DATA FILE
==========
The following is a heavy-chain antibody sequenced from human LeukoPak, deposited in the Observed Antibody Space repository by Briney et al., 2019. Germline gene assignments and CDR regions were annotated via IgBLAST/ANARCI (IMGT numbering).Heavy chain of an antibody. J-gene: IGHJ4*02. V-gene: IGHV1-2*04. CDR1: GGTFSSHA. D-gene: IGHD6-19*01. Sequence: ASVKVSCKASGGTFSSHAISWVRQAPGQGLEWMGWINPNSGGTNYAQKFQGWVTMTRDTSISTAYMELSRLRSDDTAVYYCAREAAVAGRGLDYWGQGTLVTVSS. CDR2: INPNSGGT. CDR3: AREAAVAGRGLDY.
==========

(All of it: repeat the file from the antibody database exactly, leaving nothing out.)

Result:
The following is a heavy-chain antibody sequenced from human LeukoPak, deposited in the Observed Antibody Space repository by Briney et al., 2019. Germline gene assignments and CDR regions were annotated via IgBLAST/ANARCI (IMGT numbering).Heavy chain of an antibody. J-gene: IGHJ4*02. V-gene: IGHV1-2*04. CDR1: GGTFSSHA. D-gene: IGHD6-19*01. Sequence: ASVKVSCKASGGTFSSHAISWVRQAPGQGLEWMGWINPNSGGTNYAQKFQGWVTMTRDTSISTAYMELSRLRSDDTAVYYCAREAAVAGRGLDYWGQGTLVTVSS. CDR2: INPNSGGT. CDR3: AREAAVAGRGLDY.